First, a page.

Open Access Research article

Analysis of the role of 13 major fimbrial subunits in colonisation of the chicken intestines by Salmonella enterica serovar Enteritidis reveals a role for a novel locus

Debra J Clayton1*, Alison J Bowen1, Scott D Hulme13, Anthony M Buckley1, Victoria L Deacon1, Nicholas R Thomson2, Paul A Barrow13, Eirwen Morgan1, Michael A Jones13, Michael Watson1 and Mark P Stevens1

Author Affiliations

1 Division of Microbiology, Institute for Animal Health, Compton, Berkshire, RG20 7NN, UK

2 Pathogen Genomics, Wellcome Trust Sanger Institute, Hinxton, Cambridge, CB10 1SA, UK

3 School of Veterinary Medicine and Science, University of Nottingham, Sutton Bonington, Leicestershire, LE12 5RD, UK

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BMC Microbiology 2008, 8:228  doi:10.1186/1471-2180-8-228

Published: 18 December 2008

Additional files

Additional file 1:

Organisation of the fimbrial operons of S. Enteritidis P125109. The image shows the gene organisation of each of the fimbrial operons, the Pfam domains within the fimbrial operons and the %GC content.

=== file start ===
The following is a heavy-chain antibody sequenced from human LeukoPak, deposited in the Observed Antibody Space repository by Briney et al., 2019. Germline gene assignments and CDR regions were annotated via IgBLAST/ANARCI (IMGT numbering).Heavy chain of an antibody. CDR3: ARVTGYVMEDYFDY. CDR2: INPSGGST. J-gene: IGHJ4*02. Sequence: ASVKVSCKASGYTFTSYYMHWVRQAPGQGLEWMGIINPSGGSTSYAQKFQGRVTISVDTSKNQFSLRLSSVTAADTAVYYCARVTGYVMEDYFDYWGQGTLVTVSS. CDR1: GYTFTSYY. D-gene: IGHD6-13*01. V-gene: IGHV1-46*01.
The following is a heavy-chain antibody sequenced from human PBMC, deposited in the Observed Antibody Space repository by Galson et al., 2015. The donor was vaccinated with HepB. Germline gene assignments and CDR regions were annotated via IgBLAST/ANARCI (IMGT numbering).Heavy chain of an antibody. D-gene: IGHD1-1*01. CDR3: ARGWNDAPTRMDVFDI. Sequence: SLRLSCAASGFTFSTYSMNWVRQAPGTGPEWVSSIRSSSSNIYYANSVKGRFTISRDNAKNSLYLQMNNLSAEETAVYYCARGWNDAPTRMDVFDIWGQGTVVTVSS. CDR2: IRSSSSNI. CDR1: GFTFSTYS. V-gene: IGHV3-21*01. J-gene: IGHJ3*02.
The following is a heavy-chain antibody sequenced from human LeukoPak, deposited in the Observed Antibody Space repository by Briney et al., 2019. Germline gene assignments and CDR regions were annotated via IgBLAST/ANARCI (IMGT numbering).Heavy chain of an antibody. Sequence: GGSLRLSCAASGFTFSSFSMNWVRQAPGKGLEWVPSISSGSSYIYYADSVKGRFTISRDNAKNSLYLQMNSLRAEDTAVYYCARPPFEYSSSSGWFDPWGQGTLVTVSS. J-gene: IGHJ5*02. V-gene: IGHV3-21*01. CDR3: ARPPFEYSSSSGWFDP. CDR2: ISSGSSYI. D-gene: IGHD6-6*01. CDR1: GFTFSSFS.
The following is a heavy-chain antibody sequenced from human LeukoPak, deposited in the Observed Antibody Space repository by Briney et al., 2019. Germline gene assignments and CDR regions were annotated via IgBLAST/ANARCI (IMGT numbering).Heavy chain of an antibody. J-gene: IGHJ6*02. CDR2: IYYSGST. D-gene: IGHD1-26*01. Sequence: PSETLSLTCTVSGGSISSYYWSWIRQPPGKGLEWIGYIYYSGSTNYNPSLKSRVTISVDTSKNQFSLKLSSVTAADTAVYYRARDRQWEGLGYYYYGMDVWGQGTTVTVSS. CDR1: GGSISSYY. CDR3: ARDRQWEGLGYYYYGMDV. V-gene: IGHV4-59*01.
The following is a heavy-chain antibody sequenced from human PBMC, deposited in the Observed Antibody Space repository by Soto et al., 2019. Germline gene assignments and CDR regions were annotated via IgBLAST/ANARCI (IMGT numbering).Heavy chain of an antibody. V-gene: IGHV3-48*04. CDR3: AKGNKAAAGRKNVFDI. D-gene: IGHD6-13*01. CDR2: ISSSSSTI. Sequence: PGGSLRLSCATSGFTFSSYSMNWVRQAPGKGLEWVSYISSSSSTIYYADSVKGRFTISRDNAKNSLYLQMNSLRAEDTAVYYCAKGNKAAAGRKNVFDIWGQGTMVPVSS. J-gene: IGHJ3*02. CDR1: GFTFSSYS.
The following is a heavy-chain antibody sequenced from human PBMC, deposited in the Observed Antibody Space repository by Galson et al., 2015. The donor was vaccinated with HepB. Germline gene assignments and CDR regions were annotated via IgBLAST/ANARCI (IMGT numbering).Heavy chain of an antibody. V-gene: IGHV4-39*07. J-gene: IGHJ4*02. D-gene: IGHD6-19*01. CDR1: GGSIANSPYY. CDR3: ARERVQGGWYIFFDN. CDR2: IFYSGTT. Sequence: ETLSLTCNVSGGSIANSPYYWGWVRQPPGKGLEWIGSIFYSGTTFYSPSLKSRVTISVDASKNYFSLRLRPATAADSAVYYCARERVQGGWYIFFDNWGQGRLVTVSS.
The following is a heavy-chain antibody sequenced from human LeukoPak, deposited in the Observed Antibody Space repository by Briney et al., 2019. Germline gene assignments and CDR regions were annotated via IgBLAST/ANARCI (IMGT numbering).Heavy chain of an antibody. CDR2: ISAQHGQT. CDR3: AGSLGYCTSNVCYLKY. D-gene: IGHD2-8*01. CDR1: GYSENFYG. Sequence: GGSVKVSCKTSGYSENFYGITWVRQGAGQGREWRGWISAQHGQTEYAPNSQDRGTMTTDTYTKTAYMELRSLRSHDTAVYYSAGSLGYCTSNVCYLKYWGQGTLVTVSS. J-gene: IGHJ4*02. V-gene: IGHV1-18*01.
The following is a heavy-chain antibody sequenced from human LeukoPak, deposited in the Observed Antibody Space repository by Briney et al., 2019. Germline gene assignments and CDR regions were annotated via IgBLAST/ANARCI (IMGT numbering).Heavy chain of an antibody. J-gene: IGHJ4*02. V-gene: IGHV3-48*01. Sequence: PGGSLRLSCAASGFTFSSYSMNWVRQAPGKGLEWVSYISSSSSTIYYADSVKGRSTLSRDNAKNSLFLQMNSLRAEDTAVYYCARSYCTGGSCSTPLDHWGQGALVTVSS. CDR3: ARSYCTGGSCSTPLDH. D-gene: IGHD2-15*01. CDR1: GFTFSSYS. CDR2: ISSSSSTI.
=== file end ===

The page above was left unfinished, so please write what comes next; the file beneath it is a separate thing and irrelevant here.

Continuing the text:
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Additional file 2:

Conservation of the nucleotide sequences of S. Enteritidis strain P125019 genes across sequenced strains of other S. enterica serovars. The table provides the percent nucleotide identity of each fimbrial gene in several serovars of Salmonella compared with S. Enteritidis P125109.

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Additional file 3:

3a. Dam methylase target sequence GATC within and proximal to S. Enteritidis P125109 fimbrial operons. 3b. Putative homo-polymeric tracts in the S. Enteritidis P125109 genome sequence. The tables indicate regions of potential phase variable targets.

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Additional file 4:

S. Enteritidis P125109 colonisation of Rhode Island Red Chickens at 1, 3 and 7 days post-infection. The graph shows the colonisation of S. Enteritidis P125109 at different organs within the chicken, at different times post-infection.

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